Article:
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Spotting Dolphins in the Hauraki Gulf With Auckland Whale & Dolphin Safari

Spotting Dolphins In the Hauraki Gulf With Auckland Whale & Dolphin Safari

Incredible wildlife right on Auckland’s doorstep
Alexander & VictoriaHi! We're Alex & Victoria - a digital nomad couple from Copenhagen escaping 9-5 to chase adventures in our beautiful world. Learn more about us here.
Disclosure: We were invited to go on the tour by Auckland Whale & Dolphin Safari. As always, we share our honest opinion and everything is written by us.
Dolphins!

It’s no secret that we love animals.

Marine mammals (and dolphins in particular!) have an especially dear place in Victoria’s heart – so we were thrilled to find out that it’s possible to sail out from downtown Auckland year-round with Auckland Whale & Dolphin Safari and have a pretty good chance of spotting them along with whales, seabirds and lots of other marine life.

As you might have already guessed from the title and the header image, we did, in fact, spot quite a few dolphins.

Dolphin in water
Dolphins are so fascinating.

Checking in

There’s a daily tour departing at 1:30 pm year-round along with an earlier tour at 8:00 am in late December until the end of January.

Check-in is inside New Zealand Maritime Museum on 175 Quay Street in the Viaduct Harbour and it’s advised to check in 20 minutes prior to the tour.

We arrived even earlier and took the chance to stroll around the harbour trying to spot some wildlife in advance of the tour.

With that, we didn’t have much luck but we did see some humongous yachts and enjoyed the sunny day.

Auckland Whale & Dolphin Safari's "Dolphin Explorer" boat
Auckland Whale & Dolphin Safari’s “Dolphin Explorer” boat.

Departing

Almost 100 people showed up and at 1:30 pm we were ready to go after a short safety brief.

The boat, called the Dolphin Explorer, is huge and it never felt crammed – only perhaps when we spotted dolphins and everyone wanted a good photo spot!

It’s possible to sit inside as well as outside.

Most people opted for a front-row seat as we took off, but it didn’t take long before huge water splashes and heavy wind forced most of the sun-seekers to retreat to safer ground.

Whenever we saw any kind of wildlife, the boat slowed way down and that made being outside a lot more comfortable.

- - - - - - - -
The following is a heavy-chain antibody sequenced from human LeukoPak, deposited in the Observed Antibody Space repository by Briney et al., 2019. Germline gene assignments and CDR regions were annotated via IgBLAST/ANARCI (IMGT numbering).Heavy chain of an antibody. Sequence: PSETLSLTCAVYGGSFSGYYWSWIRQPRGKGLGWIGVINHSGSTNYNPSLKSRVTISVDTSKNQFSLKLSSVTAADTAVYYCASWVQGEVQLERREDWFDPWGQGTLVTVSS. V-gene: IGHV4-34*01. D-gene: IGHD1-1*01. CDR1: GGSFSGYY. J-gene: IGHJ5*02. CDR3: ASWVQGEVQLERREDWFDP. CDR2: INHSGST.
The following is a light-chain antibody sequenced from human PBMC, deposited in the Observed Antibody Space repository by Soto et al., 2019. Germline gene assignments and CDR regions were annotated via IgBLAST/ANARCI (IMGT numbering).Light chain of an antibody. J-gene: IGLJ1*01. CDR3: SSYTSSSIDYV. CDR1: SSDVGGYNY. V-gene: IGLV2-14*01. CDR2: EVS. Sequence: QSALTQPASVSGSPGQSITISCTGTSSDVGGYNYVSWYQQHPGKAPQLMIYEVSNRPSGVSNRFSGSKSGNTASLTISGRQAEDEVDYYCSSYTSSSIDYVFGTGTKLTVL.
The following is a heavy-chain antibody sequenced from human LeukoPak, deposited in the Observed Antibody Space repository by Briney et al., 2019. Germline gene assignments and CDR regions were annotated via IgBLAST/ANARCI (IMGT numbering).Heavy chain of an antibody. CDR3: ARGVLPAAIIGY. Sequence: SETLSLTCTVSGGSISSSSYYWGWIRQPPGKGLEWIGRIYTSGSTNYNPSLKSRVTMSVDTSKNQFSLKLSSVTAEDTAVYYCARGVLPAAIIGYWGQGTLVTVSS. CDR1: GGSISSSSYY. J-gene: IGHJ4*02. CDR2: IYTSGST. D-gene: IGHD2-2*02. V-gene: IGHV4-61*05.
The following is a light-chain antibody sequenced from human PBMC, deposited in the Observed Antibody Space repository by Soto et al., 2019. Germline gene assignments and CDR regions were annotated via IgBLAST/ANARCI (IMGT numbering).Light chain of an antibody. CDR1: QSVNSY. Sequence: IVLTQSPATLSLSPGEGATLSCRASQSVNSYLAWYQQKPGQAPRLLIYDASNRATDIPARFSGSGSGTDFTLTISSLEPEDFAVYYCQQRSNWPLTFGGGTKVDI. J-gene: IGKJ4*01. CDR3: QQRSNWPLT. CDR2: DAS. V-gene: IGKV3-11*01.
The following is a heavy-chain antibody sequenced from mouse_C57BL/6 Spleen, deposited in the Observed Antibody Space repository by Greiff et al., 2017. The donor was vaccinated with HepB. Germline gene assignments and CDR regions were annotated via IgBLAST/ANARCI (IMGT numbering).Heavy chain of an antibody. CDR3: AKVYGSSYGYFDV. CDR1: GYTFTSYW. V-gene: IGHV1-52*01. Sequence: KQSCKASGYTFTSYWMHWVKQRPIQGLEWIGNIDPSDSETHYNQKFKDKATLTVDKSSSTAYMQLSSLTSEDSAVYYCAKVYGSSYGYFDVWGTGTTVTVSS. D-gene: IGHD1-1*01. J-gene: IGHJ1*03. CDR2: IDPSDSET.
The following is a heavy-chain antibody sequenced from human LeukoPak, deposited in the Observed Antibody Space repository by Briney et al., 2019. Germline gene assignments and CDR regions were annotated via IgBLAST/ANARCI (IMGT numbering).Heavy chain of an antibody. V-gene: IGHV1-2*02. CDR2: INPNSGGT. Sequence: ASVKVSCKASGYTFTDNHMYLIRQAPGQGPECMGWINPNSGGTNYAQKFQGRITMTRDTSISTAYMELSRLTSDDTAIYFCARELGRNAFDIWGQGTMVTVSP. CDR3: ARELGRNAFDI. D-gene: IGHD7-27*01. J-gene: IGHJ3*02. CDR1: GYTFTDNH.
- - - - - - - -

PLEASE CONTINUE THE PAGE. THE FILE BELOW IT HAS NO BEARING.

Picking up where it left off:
Victoria excited to go on the tour

The Hauraki Gulf

The Hauraki Gulf is a very special place for wildlife.

The Marine Park consists of over 50 islands and six marine reserves spanning over 1.2 million hectares.

More than a quarter of all marine mammals of the Southern Hemisphere have been spotted here, making it one of the world’s most diverse and abundant marine parks.

The Hauraki Gulf is home to a whole host of species such as common dolphins, bottlenose dolphins, orcas, the critically endangered Bryde’s whales, sharks, seals and lots of birds including gannets, penguins, petrels, terns and gulls.

If you’re particularly lucky, you might be able to spot fin whales, humpback whales, blue whales, Southern right whales, sei whales, pilot whales and false killer whales.

Dolphins are spotted on around 90% of tours and whales around 50%.

If you don’t see any marine mammals, you get a free voucher to go on another tour, which we think is pretty cool as wild animals sightings can, of course, never be guaranteed.

Birds off one of the islands in the gulf
Birds off one of the islands in the gulf.
Gannets
Gannets. Try to spot the baby!
Gannet
Victoria on the deck
Even though it was quite windy, we found ourselves out on the deck most of the time trying to spot wildlife.
Dolphins
Dolphins!
Dolphin in New Zealand

Spotting dolphins

We luckily found ourselves inside the 90% and ran into a pod of dolphins rather close to the harbour.

How do the crew find them in such a big area?

Apart from years of experience, it turns out that the captain is mainly looking for birds as they’re commonly found hunting the same fish as the dolphins. Simple when you think about it!

The dolphins were incredibly playful and seemed to love swimming in front of the boat, jumping in and out of the waves it created.

A dolphin with her baby
A dolphin with her baby = the cutest thing ever!
Happy dolphin

Dolphins

The species we saw were the common dolphin (Delphinus delphis) and they’re usually found in warm and temperate waters of the Atlantic and Pacific oceans – where they’re also the most common (…) dolphin.

Common or not, these creatures are just magnificent.

They can form pods of up to several thousand dolphins, and they sometimes hang out with pilot whales and dusky dolphins.

The pods we saw were more in the range of 50-100.

Common dolphins mainly eat fish and squids and can dive all the way down to more than 200 metres to find their prey.

While we obviously don’t know what they’re saying, common dolphins are known as being very vocal.

They’re also super playful and can do all kinds of acrobatics.

Dolphin playing in water Dolphin splashing

Going on a whale and dolphin safari

All in all, we really liked spending a few hours on the water looking after wildlife.

We could have easily stayed out there for double the time!

The whole operation ran smoothly, the boat and crew were great and seeing dolphins (with their babies!) up close was a magical experience.

If you’re interested in going on a tour, read more about Auckland Whale & Dolphin Safari on their website.

Auckland harbour
After more than 4 amazing hours at sea, we headed back to Auckland.

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